There can be little doubt, looking back at global architecture established by the leaders of the Democratic Party at the end of WWII, that free and open trade was seen as inextricably linked to the promotion of democracy and political liberty around the world.
Since the government started collecting economic data around World War II, we have accumulated plenty of evidence to measure each party's success at "dealing with the economy" -- and none of it makes Republicans look good.
On this day, Truman informed the press, and the world, that America's war against fascism -- with victory over Germany already in hand -- had culminated in exploding a revolutionary new weapon over a Japanese target. From its very first words, the official narrative was built on a lie.
Japanese cables and other message intercepted by the United States showed that they were still trying to enlist the Soviets' help in presenting surrender terms -- they would even send an envoy -- but were undecided on just what to propose.
July 31, 1945: The assembly of Little Boy is completed. It is ready for use the next day. But a typhoon approaching Japan will likely prevent launching an attack. Several days might be required for weather to clear.
The second bomb -- the plutonium device -- was still back in the States. The target list, with Hiroshima as #1, remained in place, although it was being studied for the presence of POW camps holding Americans in the target sites.
A U.S. bombing raid on the small Japanese city of Aomori -- which had little military significance beyond being a transportation hub -- dropped 83,000 incendiaries and destroyed almost the entire city, killing at least 2,000 civilians.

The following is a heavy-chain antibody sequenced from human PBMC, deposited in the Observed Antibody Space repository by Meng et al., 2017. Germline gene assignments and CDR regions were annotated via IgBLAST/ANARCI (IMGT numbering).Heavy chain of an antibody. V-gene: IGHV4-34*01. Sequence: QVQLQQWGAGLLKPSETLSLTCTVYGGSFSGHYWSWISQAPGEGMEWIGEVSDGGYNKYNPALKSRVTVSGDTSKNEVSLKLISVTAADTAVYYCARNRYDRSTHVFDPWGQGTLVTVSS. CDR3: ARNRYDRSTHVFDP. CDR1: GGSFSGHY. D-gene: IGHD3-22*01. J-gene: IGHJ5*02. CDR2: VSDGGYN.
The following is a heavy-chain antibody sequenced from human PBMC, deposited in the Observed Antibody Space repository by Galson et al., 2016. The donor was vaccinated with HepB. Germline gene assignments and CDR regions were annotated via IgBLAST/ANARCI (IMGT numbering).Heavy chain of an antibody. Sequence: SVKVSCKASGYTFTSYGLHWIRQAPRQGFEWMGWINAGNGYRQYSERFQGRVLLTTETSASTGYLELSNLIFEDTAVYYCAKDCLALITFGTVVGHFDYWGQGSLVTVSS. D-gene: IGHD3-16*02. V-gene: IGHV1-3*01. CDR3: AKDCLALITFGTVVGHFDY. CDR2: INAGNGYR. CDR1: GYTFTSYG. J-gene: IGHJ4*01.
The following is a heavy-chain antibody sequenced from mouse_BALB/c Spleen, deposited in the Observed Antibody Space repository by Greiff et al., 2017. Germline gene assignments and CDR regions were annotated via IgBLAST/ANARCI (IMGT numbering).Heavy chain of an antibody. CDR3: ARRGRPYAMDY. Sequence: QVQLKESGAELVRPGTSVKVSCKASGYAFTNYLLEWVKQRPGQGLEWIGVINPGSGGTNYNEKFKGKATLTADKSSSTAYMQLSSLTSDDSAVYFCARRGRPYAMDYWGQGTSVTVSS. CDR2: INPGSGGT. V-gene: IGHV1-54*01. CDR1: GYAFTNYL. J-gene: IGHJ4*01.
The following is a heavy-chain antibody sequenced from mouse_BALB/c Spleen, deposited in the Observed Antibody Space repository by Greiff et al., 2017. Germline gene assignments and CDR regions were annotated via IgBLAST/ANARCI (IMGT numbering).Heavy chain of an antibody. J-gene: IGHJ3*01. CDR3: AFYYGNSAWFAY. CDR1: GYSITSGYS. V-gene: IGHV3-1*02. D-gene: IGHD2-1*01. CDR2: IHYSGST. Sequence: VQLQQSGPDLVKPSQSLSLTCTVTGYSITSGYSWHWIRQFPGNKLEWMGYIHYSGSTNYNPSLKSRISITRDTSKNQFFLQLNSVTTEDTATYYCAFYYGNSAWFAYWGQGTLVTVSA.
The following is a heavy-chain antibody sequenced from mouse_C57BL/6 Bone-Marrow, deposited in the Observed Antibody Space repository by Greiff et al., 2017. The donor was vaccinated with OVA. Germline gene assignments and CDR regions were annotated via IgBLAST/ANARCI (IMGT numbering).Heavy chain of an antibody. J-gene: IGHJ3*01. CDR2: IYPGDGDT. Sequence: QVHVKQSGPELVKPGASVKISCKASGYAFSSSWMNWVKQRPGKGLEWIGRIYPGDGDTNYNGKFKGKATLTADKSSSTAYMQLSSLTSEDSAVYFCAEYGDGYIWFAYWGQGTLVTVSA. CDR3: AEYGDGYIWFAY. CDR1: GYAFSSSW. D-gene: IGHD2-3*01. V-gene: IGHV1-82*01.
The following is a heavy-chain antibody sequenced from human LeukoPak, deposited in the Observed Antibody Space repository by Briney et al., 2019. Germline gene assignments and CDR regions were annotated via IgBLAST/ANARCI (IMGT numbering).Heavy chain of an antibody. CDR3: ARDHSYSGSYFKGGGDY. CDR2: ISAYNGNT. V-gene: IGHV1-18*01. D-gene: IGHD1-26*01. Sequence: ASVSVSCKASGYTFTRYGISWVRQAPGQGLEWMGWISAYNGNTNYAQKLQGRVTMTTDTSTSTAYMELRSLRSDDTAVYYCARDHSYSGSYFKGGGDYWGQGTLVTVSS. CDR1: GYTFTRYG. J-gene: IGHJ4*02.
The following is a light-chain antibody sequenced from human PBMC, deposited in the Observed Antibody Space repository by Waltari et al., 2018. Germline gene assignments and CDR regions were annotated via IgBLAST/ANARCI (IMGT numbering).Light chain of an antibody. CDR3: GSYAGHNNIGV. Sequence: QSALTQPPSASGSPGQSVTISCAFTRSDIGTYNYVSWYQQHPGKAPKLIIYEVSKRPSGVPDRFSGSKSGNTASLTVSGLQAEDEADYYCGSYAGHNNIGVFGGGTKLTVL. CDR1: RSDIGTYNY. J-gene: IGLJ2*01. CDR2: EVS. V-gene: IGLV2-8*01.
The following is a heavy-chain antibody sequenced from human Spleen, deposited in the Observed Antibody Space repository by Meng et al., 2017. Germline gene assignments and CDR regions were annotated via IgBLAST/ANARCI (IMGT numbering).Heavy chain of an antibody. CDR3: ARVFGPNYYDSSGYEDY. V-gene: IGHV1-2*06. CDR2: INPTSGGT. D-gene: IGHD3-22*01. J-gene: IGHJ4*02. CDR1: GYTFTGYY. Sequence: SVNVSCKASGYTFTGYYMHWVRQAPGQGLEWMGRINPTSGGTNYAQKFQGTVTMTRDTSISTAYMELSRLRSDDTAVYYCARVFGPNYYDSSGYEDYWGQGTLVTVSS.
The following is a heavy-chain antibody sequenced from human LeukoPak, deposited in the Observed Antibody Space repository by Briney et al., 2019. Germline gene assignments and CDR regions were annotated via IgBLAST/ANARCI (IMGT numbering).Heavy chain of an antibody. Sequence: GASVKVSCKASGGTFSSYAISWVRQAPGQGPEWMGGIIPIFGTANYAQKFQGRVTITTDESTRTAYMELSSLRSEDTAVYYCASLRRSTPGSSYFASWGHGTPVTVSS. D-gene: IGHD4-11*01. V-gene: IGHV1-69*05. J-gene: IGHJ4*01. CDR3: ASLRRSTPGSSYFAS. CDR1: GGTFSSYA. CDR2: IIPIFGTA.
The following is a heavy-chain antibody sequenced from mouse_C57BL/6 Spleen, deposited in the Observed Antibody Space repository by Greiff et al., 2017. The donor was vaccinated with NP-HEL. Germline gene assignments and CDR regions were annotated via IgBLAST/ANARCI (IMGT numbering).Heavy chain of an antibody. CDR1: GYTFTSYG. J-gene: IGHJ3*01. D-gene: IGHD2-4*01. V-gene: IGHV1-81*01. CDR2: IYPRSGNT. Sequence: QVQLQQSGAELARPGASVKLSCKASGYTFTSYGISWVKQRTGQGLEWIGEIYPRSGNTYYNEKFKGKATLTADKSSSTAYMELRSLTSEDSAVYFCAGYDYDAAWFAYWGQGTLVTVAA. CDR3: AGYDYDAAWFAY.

In a 1946 letter to Stimson, Truman reminded him that he had ordered the bombs used against cities engaged "exclusively" in war work. Hiroshima and Nagasaki were far from being merely "military" targets.
As President Obama struggles to find a diplomatic solution to the Iran crisis and remain a friend of Israel, he would do well to look at what another Democratic president, Harry Truman, did in 1948 while seeking reelection and dealing with the birth of Israel.
One of the great mysteries of the nuclear age was solved just six years ago: What was in the censored, and then lost to the ages, newspaper articles filed by the first reporter to reach Nagasaki following the atomic attack on that city on August 9, 1945.
No one in America ever wrote a bestselling book called Nagasaki, or made a film titled Nagasaki, Mon Amour. "We are an asterisk," Shinji Takahashi, a sociologist in Nagasaki, once told me, with a bitter smile.
Over and over, top policymakers and commentators say, "We must never use nuclear weapons," yet they endorse the two times the weapons have been used against cities in a first strike. To make any exceptions means exceptions can be made in the future.
On Aug. 6, 1945, President Truman faced the task of telling the world that America's crusade against fascism had culminated in exploding a revolutionary new weapon of extraordinary destructive power. From its very first words, the official narrative was built on a lie.
Sixty-six years ago today, the Nuclear Age began with a tragic bang, with the killing of over 100,000 people in Hiroshima, the vast majority women and children. Decades of a costly nuclear arms race followed.
Sixty-six years ago, U..S policymakers and President Truman made decisions that meant the use of two atomic bombs against Japanese cities was almost inevitable. Then film footage and other evidence of the true effects of the bomb were suppressed for decades.